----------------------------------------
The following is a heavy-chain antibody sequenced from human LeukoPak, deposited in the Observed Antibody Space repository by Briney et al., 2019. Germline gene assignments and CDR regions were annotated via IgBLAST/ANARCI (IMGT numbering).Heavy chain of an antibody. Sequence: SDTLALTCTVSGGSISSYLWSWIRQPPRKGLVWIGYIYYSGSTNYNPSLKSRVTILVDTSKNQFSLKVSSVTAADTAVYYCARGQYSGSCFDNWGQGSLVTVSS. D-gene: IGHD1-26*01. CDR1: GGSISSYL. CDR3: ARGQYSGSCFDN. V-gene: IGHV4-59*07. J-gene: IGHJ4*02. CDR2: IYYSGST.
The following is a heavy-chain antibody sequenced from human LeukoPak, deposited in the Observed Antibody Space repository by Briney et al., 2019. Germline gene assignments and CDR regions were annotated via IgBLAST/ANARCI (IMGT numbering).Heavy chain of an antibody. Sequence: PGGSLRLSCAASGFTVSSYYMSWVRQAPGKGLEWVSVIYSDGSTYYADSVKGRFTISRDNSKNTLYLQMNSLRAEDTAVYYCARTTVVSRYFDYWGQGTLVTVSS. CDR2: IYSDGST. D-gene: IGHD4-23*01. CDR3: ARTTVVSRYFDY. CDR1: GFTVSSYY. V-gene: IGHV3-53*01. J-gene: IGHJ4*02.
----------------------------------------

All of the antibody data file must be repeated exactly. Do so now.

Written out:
The following is a heavy-chain antibody sequenced from human LeukoPak, deposited in the Observed Antibody Space repository by Briney et al., 2019. Germline gene assignments and CDR regions were annotated via IgBLAST/ANARCI (IMGT numbering).Heavy chain of an antibody. Sequence: SDTLALTCTVSGGSISSYLWSWIRQPPRKGLVWIGYIYYSGSTNYNPSLKSRVTILVDTSKNQFSLKVSSVTAADTAVYYCARGQYSGSCFDNWGQGSLVTVSS. D-gene: IGHD1-26*01. CDR1: GGSISSYL. CDR3: ARGQYSGSCFDN. V-gene: IGHV4-59*07. J-gene: IGHJ4*02. CDR2: IYYSGST.
The following is a heavy-chain antibody sequenced from human LeukoPak, deposited in the Observed Antibody Space repository by Briney et al., 2019. Germline gene assignments and CDR regions were annotated via IgBLAST/ANARCI (IMGT numbering).Heavy chain of an antibody. Sequence: PGGSLRLSCAASGFTVSSYYMSWVRQAPGKGLEWVSVIYSDGSTYYADSVKGRFTISRDNSKNTLYLQMNSLRAEDTAVYYCARTTVVSRYFDYWGQGTLVTVSS. CDR2: IYSDGST. D-gene: IGHD4-23*01. CDR3: ARTTVVSRYFDY. CDR1: GFTVSSYY. V-gene: IGHV3-53*01. J-gene: IGHJ4*02.